For the past year, the Obama administration has been running an experiment: Is it possible to make policy more effective by using psychology on citizens?
The nickname is “nudging”—the idea that policymakers can change people’s behavior just by presenting choices or information differently. The classic example is requiring people to opt out of being an organ donor, instead of opting in, when they sign up for a driver’s license. Without any change in rules, the small tweak has boosted the number of registered organ donors in many states.
Nudging has gained a lot of high-profile advocates, including behavioral-law guru Cass Sunstein and former budget czar Peter Orszag. Not everyone likes the idea—“the behaviorists are saying that you, consumer, are stupid,” said Bill Shughart, a professor of public choice at Utah State University—but President Obama was intrigued enough that he actually hired Sunstein, a law professor at Harvard who co-wrote the best-known book about the topic, “Nudge.”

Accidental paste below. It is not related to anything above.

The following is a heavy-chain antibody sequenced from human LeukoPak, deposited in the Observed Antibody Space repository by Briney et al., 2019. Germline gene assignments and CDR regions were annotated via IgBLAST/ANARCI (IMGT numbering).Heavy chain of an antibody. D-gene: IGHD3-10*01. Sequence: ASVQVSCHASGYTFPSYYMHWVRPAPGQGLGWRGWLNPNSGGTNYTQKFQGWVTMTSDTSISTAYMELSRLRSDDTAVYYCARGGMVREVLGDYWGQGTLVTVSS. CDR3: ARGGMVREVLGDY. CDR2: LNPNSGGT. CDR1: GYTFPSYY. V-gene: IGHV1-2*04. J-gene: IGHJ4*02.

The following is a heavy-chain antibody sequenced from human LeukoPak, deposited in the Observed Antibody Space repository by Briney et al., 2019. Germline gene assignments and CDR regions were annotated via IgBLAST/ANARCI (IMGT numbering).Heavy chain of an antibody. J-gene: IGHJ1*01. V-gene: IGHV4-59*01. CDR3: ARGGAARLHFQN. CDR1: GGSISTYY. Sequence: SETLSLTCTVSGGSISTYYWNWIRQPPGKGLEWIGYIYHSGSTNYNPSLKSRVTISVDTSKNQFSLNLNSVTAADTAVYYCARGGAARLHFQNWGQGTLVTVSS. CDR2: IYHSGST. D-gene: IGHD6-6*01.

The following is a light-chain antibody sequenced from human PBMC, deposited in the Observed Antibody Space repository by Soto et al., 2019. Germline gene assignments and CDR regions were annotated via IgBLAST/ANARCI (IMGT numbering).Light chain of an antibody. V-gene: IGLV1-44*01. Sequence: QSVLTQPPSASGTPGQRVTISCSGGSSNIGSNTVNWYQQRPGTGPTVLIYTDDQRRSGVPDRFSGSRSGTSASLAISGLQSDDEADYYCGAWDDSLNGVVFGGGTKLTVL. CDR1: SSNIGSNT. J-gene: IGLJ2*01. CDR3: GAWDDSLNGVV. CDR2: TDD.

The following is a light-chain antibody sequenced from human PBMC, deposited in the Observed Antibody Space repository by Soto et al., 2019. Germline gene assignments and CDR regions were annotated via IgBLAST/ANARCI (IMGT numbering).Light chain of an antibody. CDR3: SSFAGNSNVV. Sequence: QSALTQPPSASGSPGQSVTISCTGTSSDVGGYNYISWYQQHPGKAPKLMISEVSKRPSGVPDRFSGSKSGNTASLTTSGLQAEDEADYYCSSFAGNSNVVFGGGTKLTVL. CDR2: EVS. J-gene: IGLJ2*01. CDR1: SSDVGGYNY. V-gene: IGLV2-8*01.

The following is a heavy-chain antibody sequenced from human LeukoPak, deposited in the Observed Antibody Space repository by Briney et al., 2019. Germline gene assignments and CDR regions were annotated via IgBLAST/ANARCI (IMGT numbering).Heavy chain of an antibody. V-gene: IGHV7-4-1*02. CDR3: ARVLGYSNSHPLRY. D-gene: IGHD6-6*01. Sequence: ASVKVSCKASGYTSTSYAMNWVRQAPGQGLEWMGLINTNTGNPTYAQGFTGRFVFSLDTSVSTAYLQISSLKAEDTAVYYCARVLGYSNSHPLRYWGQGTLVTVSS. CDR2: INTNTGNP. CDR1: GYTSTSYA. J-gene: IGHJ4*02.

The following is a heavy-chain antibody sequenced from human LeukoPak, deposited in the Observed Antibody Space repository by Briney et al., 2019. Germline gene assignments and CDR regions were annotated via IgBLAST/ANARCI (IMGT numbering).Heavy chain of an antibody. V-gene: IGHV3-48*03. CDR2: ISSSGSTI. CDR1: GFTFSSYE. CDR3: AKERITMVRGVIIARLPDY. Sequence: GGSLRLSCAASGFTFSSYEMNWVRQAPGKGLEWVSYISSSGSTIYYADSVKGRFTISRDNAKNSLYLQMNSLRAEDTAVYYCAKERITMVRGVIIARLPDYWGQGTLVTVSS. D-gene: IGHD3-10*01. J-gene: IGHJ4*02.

The president officially adopted the idea last year when he launched the White House’s Social and Behavioral Science Team (SBST), a cross-agency effort to bring behavioral science research into the policymaking process. Now the team has published its first annual report on this experiment.
How did it go? Mostly, the efforts appear to have worked, though it’s hard to know how much impact they’ll have. In part this is because the SBST’s efforts are small—just 15 proof-of-concept projects in its first year—and limited by agencies and laws in how bold they could be.